Canadians Will Gadd and Sarah Hueniken just spent time climbing big ice in eastern China with photographer John Price.

Their man goal was to climb the famous Christmas Tree route, a massive WI6 route that was established last year by Liu Yang and Chaun. The climb is captured in this film.

As we await the list of routes the ace team of Gadd and Hueniken climbed, we can enjoy some of their social media posts from their trip. Full report in our spring issue of Gripped magazine.

Last pic of the “Christmas Tree”… We- or maybe I, ran away again yesterday… With hopes of getting more photos on the route, we hiked back in two more times. I honestly had nightmares each night, wondering what makes this ice stay standing? When and how and at what temps does gravity win? Perhaps we were extremely fortunate to run in there and climb it after 40 hours of travel. Perhaps it will stay standing for another month and if it were somewhere else, would see multiple more ascents. I’ll never know. Yesterday, at the first belay, water was running in a lot of places. As an ice climber, water running on rock, behind ice is never something you want to see especially on steep features. I was scared. I was also very frustrated by my fears and how much they took over. @realwillgadd was a champion partner in all ways. Despite wanting to share the second pitch photos that @johnpricephotography could have taken on a rope up there to the world, he listened to my anxiety and we went down. His tenacity got us up the tree the first day and I’ll be forever grateful for that… but even more so for being a partner that I can trust and rely on when the unknowns become dragons that I can’t slay… @outdoorresearch

A post shared by Sarah Hueniken (@huens) on

The first in a storm of wild shots from the recent China mission from @johnpricephotography, just starting to share some of the shots from the last two weeks @huens and I spent chasing wild ice in China! Climbers describe ice formed in complicated combinations of spray, air and water as “cauliflower ice," but on this climb the ice vegetables were as big as school busses! The tops made belay ledges, but the bottom of each petal made a fragile and steep ice overhang. I’ve never climbed anything this steep on a pure waterfall ice climb before, just wild! The best place for screws was at the bottom of each petal, with the screw placed up at about a 30 degree angle. The ice at the bottom of these monsters is the most solid, and attached to the vertical rock. The soft petals themselves generally won’t hold a screw, and even if they did the massive petals still break sometimes so placing gear into the free-leaning (not exactly hanging? What do you even call that?) portion would be a bad idea. @huens looks nervous because she was; the first pitch was detached from the wall despite being vertical, and it was either go down or come up with the plan B shown here, which meant climbing the overhanging petals. Sometimes you’ve got to take the harder line to be safer… Without mixed climbing fitness this sort of climbing just wouldn’t happen, locking off and swinging on overhanging ice is strenuous, and requires careful planning so the falling pieces don’t take your head off. One dented my new Vapour helmet, made me glad my tools were solid. The truth is that the ice climbing in China pushed @huens and me as hard as we could handle. Some days we bit into the insanity and danced with it, but on others we ran away… The relatively warm and seemingly relatively constant temperatures allowed some really wild-ass ice to grow in formations I’ve never seen anywhere “normal,” more like Helmcken or Niagara. Mind and body blown. This climb is Fairy Falls, just outside Beijing. Access is a little complicated, a huge thanks to @riverhechuan and Han Han for showing us around. We wouldn’t have found much without them, nor had half as much fun, Xie Xie!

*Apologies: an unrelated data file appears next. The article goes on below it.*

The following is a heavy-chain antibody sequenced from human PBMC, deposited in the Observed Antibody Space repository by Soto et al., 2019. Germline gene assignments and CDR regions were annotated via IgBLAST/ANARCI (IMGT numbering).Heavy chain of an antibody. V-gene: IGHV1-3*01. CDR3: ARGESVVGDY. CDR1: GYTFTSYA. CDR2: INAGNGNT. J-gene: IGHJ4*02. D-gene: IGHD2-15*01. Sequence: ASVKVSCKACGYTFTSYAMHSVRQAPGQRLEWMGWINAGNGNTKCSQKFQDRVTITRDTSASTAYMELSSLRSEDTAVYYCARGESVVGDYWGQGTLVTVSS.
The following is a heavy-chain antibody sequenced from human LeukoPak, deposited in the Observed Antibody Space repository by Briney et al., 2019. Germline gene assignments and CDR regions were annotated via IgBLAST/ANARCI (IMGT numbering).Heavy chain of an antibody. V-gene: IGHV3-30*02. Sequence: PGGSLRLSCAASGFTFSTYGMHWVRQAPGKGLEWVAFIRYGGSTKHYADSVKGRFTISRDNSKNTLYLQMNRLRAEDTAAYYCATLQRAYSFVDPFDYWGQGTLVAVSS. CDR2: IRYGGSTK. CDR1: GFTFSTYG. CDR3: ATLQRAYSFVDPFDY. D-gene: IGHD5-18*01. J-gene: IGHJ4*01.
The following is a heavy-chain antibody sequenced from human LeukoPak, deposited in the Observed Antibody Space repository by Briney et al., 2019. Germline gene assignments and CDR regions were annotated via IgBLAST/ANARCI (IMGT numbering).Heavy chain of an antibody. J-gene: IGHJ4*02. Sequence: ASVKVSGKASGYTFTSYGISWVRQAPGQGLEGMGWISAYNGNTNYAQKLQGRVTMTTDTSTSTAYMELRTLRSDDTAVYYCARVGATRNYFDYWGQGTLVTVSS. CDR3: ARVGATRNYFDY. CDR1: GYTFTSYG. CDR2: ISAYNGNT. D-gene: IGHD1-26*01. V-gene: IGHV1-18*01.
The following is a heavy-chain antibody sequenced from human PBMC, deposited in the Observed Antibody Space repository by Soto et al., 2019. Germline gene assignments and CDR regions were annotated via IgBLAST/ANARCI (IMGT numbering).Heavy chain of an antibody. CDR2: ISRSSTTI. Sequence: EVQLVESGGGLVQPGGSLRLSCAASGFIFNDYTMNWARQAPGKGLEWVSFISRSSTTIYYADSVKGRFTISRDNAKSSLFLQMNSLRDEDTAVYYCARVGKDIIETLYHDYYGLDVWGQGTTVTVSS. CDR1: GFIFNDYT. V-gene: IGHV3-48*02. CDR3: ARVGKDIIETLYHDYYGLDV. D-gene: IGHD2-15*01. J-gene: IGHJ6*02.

A post shared by Will Gadd (@realwillgadd) on

@realwillgadd taking me to more scary places…😣 @outdoorresearch

A post shared by Sarah Hueniken (@huens) on

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